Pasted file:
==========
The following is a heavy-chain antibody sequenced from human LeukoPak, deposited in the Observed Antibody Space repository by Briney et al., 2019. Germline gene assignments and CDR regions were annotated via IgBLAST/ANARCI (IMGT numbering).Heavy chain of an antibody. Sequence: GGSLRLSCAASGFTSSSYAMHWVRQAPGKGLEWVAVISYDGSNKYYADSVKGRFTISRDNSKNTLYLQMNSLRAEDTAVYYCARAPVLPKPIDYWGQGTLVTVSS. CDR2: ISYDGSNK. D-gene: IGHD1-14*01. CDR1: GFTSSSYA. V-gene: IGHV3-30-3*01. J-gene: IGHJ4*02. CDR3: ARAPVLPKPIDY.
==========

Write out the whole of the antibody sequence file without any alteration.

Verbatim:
The following is a heavy-chain antibody sequenced from human LeukoPak, deposited in the Observed Antibody Space repository by Briney et al., 2019. Germline gene assignments and CDR regions were annotated via IgBLAST/ANARCI (IMGT numbering).Heavy chain of an antibody. Sequence: GGSLRLSCAASGFTSSSYAMHWVRQAPGKGLEWVAVISYDGSNKYYADSVKGRFTISRDNSKNTLYLQMNSLRAEDTAVYYCARAPVLPKPIDYWGQGTLVTVSS. CDR2: ISYDGSNK. D-gene: IGHD1-14*01. CDR1: GFTSSSYA. V-gene: IGHV3-30-3*01. J-gene: IGHJ4*02. CDR3: ARAPVLPKPIDY.